Of course, you don’t have to do it, although choosing an Account Guardian will spare your loved ones the unnecessary pain and will make it easier for them to take any actions related to your Facebook profile.
After your death, your relatives or friends will have two options.
How to set up the In Memoriam profile?
Translated by Facebook as “forever in our memory”, it is the basic and safest form of remembering the deceased on Facebook. A request to change a “live” account to an account with In Memoriam status can be sent by anyone.
To do this, just fill in the appropriate application, which will be verified by the part of a Facebook team dealing with this topic.
After granting an account with In Memoriam status, the materials published by the deceased on his profile will be preserved and will be available to all the recipients with whom they shared it before.
Also, no one (except for the previously established Account Guardian) will be able to make any changes to the In Memoriam profile. Switching the profile to this mode permanently blocks access to the account to prevent accidental logins (e.g. in the case of a dead person’s password saved in the web browser).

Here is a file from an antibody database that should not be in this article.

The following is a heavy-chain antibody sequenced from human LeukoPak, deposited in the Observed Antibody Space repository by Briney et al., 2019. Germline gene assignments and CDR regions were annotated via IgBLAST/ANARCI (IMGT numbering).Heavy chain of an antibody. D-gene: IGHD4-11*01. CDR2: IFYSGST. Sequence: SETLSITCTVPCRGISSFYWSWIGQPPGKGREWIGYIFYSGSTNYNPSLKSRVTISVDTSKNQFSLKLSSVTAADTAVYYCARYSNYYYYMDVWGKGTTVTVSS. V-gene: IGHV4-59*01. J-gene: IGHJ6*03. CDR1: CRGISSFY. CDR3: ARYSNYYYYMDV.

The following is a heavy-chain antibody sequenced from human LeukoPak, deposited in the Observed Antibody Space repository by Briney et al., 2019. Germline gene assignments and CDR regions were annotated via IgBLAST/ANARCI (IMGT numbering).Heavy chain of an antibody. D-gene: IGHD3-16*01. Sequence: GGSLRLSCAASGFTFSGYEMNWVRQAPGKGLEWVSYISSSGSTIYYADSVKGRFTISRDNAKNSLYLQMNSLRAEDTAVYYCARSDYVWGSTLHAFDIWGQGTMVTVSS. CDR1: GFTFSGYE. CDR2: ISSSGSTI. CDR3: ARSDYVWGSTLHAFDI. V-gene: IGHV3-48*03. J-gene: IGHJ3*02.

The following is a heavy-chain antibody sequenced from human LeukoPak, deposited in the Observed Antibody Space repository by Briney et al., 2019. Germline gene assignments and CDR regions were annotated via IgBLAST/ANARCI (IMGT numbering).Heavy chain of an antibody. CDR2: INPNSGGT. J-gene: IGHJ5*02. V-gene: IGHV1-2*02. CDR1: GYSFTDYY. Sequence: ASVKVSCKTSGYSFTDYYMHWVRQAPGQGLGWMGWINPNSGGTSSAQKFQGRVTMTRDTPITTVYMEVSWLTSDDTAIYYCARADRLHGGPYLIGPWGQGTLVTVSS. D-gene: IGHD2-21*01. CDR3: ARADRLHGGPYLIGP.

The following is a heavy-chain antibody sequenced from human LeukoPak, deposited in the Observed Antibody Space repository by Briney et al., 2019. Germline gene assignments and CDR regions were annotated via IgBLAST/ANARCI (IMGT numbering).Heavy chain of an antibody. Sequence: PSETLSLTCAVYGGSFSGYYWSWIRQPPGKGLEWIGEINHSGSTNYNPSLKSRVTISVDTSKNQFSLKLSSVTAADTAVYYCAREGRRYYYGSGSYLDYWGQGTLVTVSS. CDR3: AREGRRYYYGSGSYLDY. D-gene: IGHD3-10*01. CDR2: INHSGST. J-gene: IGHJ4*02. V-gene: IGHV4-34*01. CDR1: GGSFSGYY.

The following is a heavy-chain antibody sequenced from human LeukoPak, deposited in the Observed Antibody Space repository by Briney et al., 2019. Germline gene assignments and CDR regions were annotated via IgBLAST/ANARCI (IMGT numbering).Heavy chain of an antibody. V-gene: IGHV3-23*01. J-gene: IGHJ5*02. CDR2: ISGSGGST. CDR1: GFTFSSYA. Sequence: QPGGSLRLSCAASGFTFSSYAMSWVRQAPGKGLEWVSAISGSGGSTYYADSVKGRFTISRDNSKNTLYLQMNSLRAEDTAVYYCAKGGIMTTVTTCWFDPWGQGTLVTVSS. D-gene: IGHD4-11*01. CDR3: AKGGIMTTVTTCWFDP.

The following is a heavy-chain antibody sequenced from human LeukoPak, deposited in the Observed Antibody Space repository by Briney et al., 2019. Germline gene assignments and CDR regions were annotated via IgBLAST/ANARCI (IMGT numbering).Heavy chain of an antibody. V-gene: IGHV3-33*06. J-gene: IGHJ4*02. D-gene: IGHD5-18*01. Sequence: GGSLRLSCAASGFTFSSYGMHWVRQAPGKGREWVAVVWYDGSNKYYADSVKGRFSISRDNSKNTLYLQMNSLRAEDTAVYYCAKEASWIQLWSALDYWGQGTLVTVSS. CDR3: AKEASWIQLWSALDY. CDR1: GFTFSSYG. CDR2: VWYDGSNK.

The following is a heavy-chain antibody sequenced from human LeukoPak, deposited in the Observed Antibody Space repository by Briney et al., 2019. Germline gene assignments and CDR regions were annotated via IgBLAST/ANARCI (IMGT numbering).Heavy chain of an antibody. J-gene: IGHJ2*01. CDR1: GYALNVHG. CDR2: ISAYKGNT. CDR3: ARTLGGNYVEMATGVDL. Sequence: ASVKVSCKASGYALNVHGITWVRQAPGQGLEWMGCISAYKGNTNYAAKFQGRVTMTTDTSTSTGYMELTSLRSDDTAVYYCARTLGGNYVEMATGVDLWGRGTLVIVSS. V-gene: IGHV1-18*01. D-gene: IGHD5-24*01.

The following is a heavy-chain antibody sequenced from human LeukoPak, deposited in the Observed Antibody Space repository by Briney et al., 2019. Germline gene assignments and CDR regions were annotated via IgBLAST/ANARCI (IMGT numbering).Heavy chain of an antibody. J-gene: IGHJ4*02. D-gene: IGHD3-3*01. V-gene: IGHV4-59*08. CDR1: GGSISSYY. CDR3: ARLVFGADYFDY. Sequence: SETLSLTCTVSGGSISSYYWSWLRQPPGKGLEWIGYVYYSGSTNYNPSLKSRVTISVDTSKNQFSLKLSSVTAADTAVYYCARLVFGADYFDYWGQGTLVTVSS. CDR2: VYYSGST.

Deleting your profile
It may also be the case that the family doesn’t wish the deceased’s account to remain active. The complete removal of the profile from the portal is the second option that Facebook provides here.
To request the removal of the deceased’s account, just like in the previous case, complete the appropriate application. Before the account is deleted, however, Facebook may ask for documents confirming their death, as well as confirming the kinship of the person making such a request (unless the request is sent by your Account Guardian).
Both switching the deceased person’s profile to In Memoriam mode and complete deactivation of the account will result in excluding the account from public activities, such as notifications from people you may know, ad recommendations, or birthday reminders.
Nevertheless, I recommend that you make it easier for your relatives and appoint an Account Guardian. That will help your loved ones deal with your account after your death and spare the trouble of having to prove it to Facebook that you are actually dead.
Let me know what you think about it all. Is it worth worrying about your digital death while we’re still alive? Would you prefer your account to be deactivated or kept in the form of a digital “In Memoriam” page?